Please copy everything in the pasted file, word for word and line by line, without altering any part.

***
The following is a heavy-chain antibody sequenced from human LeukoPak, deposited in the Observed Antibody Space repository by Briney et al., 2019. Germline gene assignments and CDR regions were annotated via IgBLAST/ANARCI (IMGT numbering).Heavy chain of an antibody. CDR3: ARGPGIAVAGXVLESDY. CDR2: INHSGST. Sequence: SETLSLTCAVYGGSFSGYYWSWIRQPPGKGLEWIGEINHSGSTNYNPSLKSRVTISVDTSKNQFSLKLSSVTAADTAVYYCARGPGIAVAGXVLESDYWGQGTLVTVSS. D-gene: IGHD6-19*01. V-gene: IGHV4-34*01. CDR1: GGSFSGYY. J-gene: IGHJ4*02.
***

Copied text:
The following is a heavy-chain antibody sequenced from human LeukoPak, deposited in the Observed Antibody Space repository by Briney et al., 2019. Germline gene assignments and CDR regions were annotated via IgBLAST/ANARCI (IMGT numbering).Heavy chain of an antibody. CDR3: ARGPGIAVAGXVLESDY. CDR2: INHSGST. Sequence: SETLSLTCAVYGGSFSGYYWSWIRQPPGKGLEWIGEINHSGSTNYNPSLKSRVTISVDTSKNQFSLKLSSVTAADTAVYYCARGPGIAVAGXVLESDYWGQGTLVTVSS. D-gene: IGHD6-19*01. V-gene: IGHV4-34*01. CDR1: GGSFSGYY. J-gene: IGHJ4*02.